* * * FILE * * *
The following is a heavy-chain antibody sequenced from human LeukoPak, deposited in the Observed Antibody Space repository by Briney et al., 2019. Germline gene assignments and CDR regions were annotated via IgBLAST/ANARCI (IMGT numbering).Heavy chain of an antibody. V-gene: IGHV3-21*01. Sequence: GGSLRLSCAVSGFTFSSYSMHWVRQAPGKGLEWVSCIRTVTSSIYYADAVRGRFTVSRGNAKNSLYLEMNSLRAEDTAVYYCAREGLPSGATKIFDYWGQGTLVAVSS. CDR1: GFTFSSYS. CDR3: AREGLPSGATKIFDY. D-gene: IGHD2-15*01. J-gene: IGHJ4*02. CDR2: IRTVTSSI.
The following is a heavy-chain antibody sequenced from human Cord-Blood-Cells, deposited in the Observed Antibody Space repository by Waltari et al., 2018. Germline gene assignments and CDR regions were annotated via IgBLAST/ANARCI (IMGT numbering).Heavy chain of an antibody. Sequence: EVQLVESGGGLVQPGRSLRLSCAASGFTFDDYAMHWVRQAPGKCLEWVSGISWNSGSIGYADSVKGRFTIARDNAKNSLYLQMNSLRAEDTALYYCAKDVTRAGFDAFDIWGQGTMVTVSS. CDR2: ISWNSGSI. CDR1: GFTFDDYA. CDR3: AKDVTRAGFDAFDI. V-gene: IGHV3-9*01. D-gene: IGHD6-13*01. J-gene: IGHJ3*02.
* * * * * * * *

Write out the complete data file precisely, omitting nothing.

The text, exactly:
The following is a heavy-chain antibody sequenced from human LeukoPak, deposited in the Observed Antibody Space repository by Briney et al., 2019. Germline gene assignments and CDR regions were annotated via IgBLAST/ANARCI (IMGT numbering).Heavy chain of an antibody. V-gene: IGHV3-21*01. Sequence: GGSLRLSCAVSGFTFSSYSMHWVRQAPGKGLEWVSCIRTVTSSIYYADAVRGRFTVSRGNAKNSLYLEMNSLRAEDTAVYYCAREGLPSGATKIFDYWGQGTLVAVSS. CDR1: GFTFSSYS. CDR3: AREGLPSGATKIFDY. D-gene: IGHD2-15*01. J-gene: IGHJ4*02. CDR2: IRTVTSSI.
The following is a heavy-chain antibody sequenced from human Cord-Blood-Cells, deposited in the Observed Antibody Space repository by Waltari et al., 2018. Germline gene assignments and CDR regions were annotated via IgBLAST/ANARCI (IMGT numbering).Heavy chain of an antibody. Sequence: EVQLVESGGGLVQPGRSLRLSCAASGFTFDDYAMHWVRQAPGKCLEWVSGISWNSGSIGYADSVKGRFTIARDNAKNSLYLQMNSLRAEDTALYYCAKDVTRAGFDAFDIWGQGTMVTVSS. CDR2: ISWNSGSI. CDR1: GFTFDDYA. CDR3: AKDVTRAGFDAFDI. V-gene: IGHV3-9*01. D-gene: IGHD6-13*01. J-gene: IGHJ3*02.